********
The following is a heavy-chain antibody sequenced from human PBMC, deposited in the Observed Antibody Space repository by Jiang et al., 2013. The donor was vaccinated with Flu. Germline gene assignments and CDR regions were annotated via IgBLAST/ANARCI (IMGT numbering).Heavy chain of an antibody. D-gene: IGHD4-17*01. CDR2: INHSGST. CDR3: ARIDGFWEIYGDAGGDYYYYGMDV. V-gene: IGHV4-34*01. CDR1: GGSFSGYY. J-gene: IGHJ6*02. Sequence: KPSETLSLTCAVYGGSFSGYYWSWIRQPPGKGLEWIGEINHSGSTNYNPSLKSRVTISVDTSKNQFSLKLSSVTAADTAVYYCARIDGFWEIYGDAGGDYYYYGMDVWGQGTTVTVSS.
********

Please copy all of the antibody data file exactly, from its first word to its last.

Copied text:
The following is a heavy-chain antibody sequenced from human PBMC, deposited in the Observed Antibody Space repository by Jiang et al., 2013. The donor was vaccinated with Flu. Germline gene assignments and CDR regions were annotated via IgBLAST/ANARCI (IMGT numbering).Heavy chain of an antibody. D-gene: IGHD4-17*01. CDR2: INHSGST. CDR3: ARIDGFWEIYGDAGGDYYYYGMDV. V-gene: IGHV4-34*01. CDR1: GGSFSGYY. J-gene: IGHJ6*02. Sequence: KPSETLSLTCAVYGGSFSGYYWSWIRQPPGKGLEWIGEINHSGSTNYNPSLKSRVTISVDTSKNQFSLKLSSVTAADTAVYYCARIDGFWEIYGDAGGDYYYYGMDVWGQGTTVTVSS.